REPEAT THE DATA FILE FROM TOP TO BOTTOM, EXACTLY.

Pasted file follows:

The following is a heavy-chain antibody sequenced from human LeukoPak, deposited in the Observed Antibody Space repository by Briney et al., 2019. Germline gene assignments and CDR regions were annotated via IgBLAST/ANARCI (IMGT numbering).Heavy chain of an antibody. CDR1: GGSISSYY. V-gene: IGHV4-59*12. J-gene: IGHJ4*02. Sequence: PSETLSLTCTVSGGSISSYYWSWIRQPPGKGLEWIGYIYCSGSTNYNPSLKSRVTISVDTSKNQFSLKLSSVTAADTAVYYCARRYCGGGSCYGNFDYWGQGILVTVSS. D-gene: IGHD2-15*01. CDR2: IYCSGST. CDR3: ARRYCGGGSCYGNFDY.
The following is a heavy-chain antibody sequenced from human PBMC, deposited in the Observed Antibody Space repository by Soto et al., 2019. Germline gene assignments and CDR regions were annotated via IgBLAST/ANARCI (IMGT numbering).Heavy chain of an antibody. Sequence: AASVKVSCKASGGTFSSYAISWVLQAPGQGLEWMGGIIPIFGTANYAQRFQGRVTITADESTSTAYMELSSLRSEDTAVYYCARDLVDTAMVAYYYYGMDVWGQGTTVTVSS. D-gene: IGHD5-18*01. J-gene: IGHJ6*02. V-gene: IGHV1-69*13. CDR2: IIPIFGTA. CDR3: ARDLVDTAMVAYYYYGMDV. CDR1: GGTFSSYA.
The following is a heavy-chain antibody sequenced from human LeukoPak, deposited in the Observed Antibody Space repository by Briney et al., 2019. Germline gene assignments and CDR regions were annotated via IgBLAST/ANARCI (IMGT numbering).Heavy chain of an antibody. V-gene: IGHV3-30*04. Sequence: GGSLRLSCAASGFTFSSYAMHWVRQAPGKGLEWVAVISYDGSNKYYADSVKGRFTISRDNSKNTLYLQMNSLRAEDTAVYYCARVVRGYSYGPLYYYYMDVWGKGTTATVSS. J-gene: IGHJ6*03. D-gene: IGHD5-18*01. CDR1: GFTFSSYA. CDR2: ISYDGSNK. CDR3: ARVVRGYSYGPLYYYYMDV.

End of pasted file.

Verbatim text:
The following is a heavy-chain antibody sequenced from human LeukoPak, deposited in the Observed Antibody Space repository by Briney et al., 2019. Germline gene assignments and CDR regions were annotated via IgBLAST/ANARCI (IMGT numbering).Heavy chain of an antibody. CDR1: GGSISSYY. V-gene: IGHV4-59*12. J-gene: IGHJ4*02. Sequence: PSETLSLTCTVSGGSISSYYWSWIRQPPGKGLEWIGYIYCSGSTNYNPSLKSRVTISVDTSKNQFSLKLSSVTAADTAVYYCARRYCGGGSCYGNFDYWGQGILVTVSS. D-gene: IGHD2-15*01. CDR2: IYCSGST. CDR3: ARRYCGGGSCYGNFDY.
The following is a heavy-chain antibody sequenced from human PBMC, deposited in the Observed Antibody Space repository by Soto et al., 2019. Germline gene assignments and CDR regions were annotated via IgBLAST/ANARCI (IMGT numbering).Heavy chain of an antibody. Sequence: AASVKVSCKASGGTFSSYAISWVLQAPGQGLEWMGGIIPIFGTANYAQRFQGRVTITADESTSTAYMELSSLRSEDTAVYYCARDLVDTAMVAYYYYGMDVWGQGTTVTVSS. D-gene: IGHD5-18*01. J-gene: IGHJ6*02. V-gene: IGHV1-69*13. CDR2: IIPIFGTA. CDR3: ARDLVDTAMVAYYYYGMDV. CDR1: GGTFSSYA.
The following is a heavy-chain antibody sequenced from human LeukoPak, deposited in the Observed Antibody Space repository by Briney et al., 2019. Germline gene assignments and CDR regions were annotated via IgBLAST/ANARCI (IMGT numbering).Heavy chain of an antibody. V-gene: IGHV3-30*04. Sequence: GGSLRLSCAASGFTFSSYAMHWVRQAPGKGLEWVAVISYDGSNKYYADSVKGRFTISRDNSKNTLYLQMNSLRAEDTAVYYCARVVRGYSYGPLYYYYMDVWGKGTTATVSS. J-gene: IGHJ6*03. D-gene: IGHD5-18*01. CDR1: GFTFSSYA. CDR2: ISYDGSNK. CDR3: ARVVRGYSYGPLYYYYMDV.